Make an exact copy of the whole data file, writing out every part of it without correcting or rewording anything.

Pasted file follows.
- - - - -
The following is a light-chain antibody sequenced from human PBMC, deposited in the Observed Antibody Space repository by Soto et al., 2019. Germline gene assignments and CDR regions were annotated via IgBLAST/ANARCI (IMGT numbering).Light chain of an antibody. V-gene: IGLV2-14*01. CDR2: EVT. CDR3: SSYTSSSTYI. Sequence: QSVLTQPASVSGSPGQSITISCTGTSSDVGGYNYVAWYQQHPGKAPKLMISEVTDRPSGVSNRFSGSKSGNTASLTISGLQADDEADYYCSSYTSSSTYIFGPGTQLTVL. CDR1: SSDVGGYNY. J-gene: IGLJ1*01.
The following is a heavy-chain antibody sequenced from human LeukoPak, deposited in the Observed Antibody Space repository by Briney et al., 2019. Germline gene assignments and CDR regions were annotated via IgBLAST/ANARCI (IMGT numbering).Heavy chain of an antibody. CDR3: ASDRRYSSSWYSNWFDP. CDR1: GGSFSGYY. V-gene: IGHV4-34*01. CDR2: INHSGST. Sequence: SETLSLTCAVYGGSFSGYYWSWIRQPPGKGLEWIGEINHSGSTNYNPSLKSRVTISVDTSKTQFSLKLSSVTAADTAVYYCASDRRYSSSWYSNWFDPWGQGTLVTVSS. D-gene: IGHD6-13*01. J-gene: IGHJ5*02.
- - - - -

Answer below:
The following is a light-chain antibody sequenced from human PBMC, deposited in the Observed Antibody Space repository by Soto et al., 2019. Germline gene assignments and CDR regions were annotated via IgBLAST/ANARCI (IMGT numbering).Light chain of an antibody. V-gene: IGLV2-14*01. CDR2: EVT. CDR3: SSYTSSSTYI. Sequence: QSVLTQPASVSGSPGQSITISCTGTSSDVGGYNYVAWYQQHPGKAPKLMISEVTDRPSGVSNRFSGSKSGNTASLTISGLQADDEADYYCSSYTSSSTYIFGPGTQLTVL. CDR1: SSDVGGYNY. J-gene: IGLJ1*01.
The following is a heavy-chain antibody sequenced from human LeukoPak, deposited in the Observed Antibody Space repository by Briney et al., 2019. Germline gene assignments and CDR regions were annotated via IgBLAST/ANARCI (IMGT numbering).Heavy chain of an antibody. CDR3: ASDRRYSSSWYSNWFDP. CDR1: GGSFSGYY. V-gene: IGHV4-34*01. CDR2: INHSGST. Sequence: SETLSLTCAVYGGSFSGYYWSWIRQPPGKGLEWIGEINHSGSTNYNPSLKSRVTISVDTSKTQFSLKLSSVTAADTAVYYCASDRRYSSSWYSNWFDPWGQGTLVTVSS. D-gene: IGHD6-13*01. J-gene: IGHJ5*02.